The sculpture was inspired by the novel ‘The General of the Dead Army’ by the Gjiroskaster born Albanian writer Ismail Kadare. The writer, who achieved fame during the Socialist period of Albania’s past, left the country for the capitalist west when everything fell apart in the 1990s – like many ‘patriotic’ intellectuals.

This statue, which I’m calling Mother Albania Expelling The Priest and The Military (as I don’t know its official name) depicts a woman, larger than real size, with her right arm outstretched and her finger pointing into the distance indicating that the other two individuals should ‘Go’ – to where we do not know but the impression we get is that they are not wanted here – ‘here’ being Albania.

Mother Albania Expelling The Priest and The Monarchy

Mother Albania Expelling The Priest and The Monarchy

We know that she is Albania as there are many representations of her throughout the country, most notably the huge statue of Mother Albania that holds the red star in her upraised hand in the National Martyrs’ Cemetery in the hills overlooking Tirana. The sensation on looking at this woman is that she is strong and determined, not just physically but in the way that she exudes confidence. She knows what she wants and she knows how to get it. And one way to make sure that she gets what she wants is the possession of the rifle, the barrel of which she holds in her left hand as it rests on the ground.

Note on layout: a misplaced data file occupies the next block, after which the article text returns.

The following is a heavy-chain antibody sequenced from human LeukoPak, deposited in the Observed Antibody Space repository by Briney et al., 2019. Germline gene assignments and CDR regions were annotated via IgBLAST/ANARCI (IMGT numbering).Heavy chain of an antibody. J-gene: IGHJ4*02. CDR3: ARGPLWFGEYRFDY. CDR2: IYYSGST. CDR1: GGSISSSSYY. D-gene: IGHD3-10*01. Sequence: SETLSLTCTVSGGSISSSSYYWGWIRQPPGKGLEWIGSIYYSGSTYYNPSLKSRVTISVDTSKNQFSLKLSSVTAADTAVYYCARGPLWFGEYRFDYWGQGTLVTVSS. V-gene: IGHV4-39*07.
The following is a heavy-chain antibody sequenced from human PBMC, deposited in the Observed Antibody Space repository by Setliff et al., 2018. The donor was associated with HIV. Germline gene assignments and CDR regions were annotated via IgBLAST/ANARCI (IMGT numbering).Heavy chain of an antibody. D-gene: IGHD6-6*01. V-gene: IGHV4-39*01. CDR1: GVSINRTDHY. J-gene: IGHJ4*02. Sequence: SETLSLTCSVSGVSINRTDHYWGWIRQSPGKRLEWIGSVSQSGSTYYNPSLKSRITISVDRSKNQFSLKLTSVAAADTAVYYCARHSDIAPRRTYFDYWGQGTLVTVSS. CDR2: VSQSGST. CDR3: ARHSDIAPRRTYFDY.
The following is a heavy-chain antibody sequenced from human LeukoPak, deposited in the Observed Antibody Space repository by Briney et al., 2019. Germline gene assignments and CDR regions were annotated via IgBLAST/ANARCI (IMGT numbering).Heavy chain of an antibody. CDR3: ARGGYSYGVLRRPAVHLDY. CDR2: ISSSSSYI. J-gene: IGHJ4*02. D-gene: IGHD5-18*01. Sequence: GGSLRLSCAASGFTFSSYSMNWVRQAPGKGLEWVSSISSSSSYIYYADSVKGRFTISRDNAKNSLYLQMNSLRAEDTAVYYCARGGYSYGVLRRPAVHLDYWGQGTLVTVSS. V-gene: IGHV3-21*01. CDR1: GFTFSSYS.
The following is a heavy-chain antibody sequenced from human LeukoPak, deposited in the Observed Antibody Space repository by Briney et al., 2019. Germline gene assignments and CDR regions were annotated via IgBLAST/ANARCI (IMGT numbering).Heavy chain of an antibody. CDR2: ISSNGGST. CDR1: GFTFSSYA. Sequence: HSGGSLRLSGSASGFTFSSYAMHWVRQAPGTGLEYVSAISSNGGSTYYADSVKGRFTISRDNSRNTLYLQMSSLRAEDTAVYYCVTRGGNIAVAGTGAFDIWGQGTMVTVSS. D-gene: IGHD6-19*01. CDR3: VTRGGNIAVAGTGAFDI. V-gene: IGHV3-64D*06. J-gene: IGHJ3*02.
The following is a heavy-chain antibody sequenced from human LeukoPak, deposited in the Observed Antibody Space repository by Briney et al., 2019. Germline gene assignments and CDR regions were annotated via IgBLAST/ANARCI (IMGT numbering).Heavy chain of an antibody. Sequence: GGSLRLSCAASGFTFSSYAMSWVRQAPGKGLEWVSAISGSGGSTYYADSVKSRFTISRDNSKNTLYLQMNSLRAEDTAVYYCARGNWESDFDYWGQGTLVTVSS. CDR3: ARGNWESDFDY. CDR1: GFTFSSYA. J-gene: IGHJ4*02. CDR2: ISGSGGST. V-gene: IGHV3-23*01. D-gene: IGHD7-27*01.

And it’s common to see women armed in the many lapidars (Albanian monuments) that still exist throughout the country. This can be seen on works of art as diverse as the mosaic on the facade of the National Historical Museum in Tirana to the statue in the Martyrs’ Cemetery in Lushnje to the (now sadly abandoned and discarded) commemoration to the young heroine of the National Liberation War, Liri Gero